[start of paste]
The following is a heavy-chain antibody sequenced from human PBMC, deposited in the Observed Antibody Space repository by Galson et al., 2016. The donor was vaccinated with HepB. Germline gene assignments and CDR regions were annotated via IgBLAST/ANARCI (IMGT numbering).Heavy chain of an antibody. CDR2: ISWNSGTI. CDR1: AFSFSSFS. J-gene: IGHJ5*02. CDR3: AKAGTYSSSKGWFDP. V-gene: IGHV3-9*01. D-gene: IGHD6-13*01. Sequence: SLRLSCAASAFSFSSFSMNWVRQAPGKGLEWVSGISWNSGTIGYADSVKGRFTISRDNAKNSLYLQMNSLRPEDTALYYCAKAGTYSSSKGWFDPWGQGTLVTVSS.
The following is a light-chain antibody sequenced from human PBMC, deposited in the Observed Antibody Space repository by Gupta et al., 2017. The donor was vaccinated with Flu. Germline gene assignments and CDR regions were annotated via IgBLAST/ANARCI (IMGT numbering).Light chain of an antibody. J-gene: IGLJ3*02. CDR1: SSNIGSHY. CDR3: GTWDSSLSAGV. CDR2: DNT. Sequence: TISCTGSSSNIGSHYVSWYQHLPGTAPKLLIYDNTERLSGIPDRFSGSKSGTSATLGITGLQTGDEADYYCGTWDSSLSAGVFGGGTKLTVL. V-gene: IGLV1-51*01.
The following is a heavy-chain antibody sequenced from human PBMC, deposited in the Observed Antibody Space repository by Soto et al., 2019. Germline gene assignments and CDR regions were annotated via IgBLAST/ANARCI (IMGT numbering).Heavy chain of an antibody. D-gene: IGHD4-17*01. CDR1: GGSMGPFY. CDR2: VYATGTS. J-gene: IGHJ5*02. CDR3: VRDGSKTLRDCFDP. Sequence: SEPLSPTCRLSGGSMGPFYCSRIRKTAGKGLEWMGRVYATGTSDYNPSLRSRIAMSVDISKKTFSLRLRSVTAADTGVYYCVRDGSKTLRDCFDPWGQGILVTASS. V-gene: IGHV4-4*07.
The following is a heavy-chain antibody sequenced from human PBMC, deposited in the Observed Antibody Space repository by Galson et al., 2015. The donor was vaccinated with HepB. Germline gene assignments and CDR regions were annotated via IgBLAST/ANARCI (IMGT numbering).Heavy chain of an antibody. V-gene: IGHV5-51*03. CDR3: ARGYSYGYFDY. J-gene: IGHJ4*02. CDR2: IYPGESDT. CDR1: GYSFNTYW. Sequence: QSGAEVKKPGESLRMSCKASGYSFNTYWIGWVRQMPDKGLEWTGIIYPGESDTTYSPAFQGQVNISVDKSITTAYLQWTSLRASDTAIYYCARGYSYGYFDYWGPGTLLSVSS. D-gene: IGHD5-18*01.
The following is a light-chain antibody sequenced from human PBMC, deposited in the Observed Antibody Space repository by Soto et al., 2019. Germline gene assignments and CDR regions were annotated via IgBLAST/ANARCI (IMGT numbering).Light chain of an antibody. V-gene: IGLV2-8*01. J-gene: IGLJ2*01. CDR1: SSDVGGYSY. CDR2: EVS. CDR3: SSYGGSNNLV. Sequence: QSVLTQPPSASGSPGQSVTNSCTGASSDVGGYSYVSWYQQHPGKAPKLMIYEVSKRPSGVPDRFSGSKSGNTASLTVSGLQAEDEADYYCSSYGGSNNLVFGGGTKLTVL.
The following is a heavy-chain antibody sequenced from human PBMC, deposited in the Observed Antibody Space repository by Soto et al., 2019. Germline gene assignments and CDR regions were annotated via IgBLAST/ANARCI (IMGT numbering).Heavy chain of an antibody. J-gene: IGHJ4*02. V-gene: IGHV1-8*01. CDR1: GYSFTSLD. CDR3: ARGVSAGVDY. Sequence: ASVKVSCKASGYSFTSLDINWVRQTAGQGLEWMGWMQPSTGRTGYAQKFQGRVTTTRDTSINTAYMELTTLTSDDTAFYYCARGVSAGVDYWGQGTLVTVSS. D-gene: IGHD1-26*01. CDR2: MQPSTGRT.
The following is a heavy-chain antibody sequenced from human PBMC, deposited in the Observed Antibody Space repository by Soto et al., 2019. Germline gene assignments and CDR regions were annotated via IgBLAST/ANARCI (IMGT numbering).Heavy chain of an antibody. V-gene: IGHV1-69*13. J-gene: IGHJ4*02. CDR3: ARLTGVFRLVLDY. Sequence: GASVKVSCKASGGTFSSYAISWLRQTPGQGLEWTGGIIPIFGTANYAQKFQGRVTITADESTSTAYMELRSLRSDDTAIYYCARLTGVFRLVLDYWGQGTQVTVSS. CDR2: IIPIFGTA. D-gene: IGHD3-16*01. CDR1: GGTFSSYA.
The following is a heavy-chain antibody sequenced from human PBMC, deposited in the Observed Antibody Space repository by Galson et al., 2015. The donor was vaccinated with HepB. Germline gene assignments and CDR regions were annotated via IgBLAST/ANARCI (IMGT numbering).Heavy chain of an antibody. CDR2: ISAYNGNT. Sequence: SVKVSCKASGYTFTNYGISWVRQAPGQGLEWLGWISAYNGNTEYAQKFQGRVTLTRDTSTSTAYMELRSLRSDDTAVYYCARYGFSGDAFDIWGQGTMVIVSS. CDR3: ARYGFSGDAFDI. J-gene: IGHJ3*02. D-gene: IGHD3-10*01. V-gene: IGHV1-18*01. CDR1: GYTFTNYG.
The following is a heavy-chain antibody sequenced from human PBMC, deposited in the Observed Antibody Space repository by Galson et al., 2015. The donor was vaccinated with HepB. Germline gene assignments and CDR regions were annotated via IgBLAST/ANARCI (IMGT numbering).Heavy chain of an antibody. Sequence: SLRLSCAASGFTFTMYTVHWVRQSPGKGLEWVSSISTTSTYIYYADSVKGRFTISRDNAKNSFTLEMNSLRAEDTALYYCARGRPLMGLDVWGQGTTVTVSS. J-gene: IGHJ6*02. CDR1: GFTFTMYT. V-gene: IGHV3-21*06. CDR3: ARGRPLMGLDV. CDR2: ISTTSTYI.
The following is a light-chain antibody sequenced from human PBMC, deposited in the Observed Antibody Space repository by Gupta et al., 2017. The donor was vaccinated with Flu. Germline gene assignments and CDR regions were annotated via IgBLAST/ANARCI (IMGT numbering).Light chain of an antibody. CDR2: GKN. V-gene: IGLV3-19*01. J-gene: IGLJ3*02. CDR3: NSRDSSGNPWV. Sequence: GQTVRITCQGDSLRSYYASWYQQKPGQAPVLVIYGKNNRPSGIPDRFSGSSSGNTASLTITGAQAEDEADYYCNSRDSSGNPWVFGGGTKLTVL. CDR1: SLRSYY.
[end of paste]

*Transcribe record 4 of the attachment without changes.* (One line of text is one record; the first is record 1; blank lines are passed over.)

The following is a heavy-chain antibody sequenced from human PBMC, deposited in the Observed Antibody Space repository by Galson et al., 2015. The donor was vaccinated with HepB. Germline gene assignments and CDR regions were annotated via IgBLAST/ANARCI (IMGT numbering).Heavy chain of an antibody. V-gene: IGHV5-51*03. CDR3: ARGYSYGYFDY. J-gene: IGHJ4*02. CDR2: IYPGESDT. CDR1: GYSFNTYW. Sequence: QSGAEVKKPGESLRMSCKASGYSFNTYWIGWVRQMPDKGLEWTGIIYPGESDTTYSPAFQGQVNISVDKSITTAYLQWTSLRASDTAIYYCARGYSYGYFDYWGPGTLLSVSS. D-gene: IGHD5-18*01.